Look, my opinion is that the inner workings of the UFP as depicted are rather unimaginative. Frankly, the UFP government you described isn't radically different from the US system, just a little different.
I really think you're overstating the similarities. The alienation and adversarial relationship between the presidency and the Congress is a defining feature of American-style presidentialism; it sets the American system apart from any other democratic system. If the system described in the novel Articles
were to be compared to anything, it would be to the relationship between a Prime Minister and his/her Parliament in the Westminster system -- except that the Federation President is not the leader of a majority party or faction in the Council, and therefore cannot control the Council and its legislative agenda the way a PM can.
There is no system in the world where the independently-elected head of government nominates members of legislative committee members with the full legislature's ratification, and serves as the legislature's presiding officer. This creates a fundamentally different
political relationship between the legislature and the head of government.
I find it difficult to believe that many other alien societies would agree that the US system is best for them, too. But that's because most of the aliens in Trek aren't very alien, either, being mostly human in both looks and beliefs, with just some funny bits on their foreheads and some exaggerated psychological trait to distinguish them.
This is a problem you have with Star Trek
itself, then, and it seems unfair to criticize the novels for following the canon's lead (which they are required to do by their status as media tie-ins). Perhaps you would enjoy original political science fiction more? Iain M. Banks's Culture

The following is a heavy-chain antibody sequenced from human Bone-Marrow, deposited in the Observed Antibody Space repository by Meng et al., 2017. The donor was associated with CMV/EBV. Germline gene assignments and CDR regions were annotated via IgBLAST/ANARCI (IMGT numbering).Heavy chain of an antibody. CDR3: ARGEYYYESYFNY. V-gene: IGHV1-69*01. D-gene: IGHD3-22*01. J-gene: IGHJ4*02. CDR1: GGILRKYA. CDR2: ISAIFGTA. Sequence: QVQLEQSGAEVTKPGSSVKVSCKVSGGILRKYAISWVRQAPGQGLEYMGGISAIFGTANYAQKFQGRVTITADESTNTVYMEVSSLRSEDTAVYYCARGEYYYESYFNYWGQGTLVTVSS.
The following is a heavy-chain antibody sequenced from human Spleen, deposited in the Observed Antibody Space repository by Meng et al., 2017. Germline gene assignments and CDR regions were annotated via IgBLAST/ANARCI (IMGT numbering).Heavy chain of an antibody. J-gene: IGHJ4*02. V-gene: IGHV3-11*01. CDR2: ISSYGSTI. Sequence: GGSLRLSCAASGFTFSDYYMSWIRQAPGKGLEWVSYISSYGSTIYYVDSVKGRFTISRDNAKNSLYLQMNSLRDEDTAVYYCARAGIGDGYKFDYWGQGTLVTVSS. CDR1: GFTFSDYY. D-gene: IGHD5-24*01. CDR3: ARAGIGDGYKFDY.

series comes to mind.
Not to mention the realities of distance and time in an interstellar society like the UFP; even with warp drive and subspace communications, the UFP shouldn't be treated like the US in size and scope.
It isn't. Just check out A Singular Destiny
, the "spiritual sequel" to Articles
by the same author, for a depiction of intra-Federation relations where Members are markedly more powerful and autonomous (due in fact to the very practicalities of interstellar distances) than U.S. states.
Trek stories in my experience are too timid and use too many familiar elements that don't really enhance the story, but merely make it boring to me.
I'm very sorry to hear that, although I'm curious what Trek novels you've read. If you haven't read them, you might want to give certain novels -- among others, the Destiny
trilogy and S.C.E.: Wildfire
by David Mack; Crucible: Provenance of Shadows
by David R. George III; Hollow Men
and The Never-Ending Sacrifice
by Una McCormack -- a try.
Media tie-in, unfortunately, does have to work within the parameters set by the canon upon which it is based. But it is my firm opinion that the current crop of Treklit authors have been able to create some really moving, beautiful works of art within those parameters.
But I digress. Back to a discussion of Federation governance?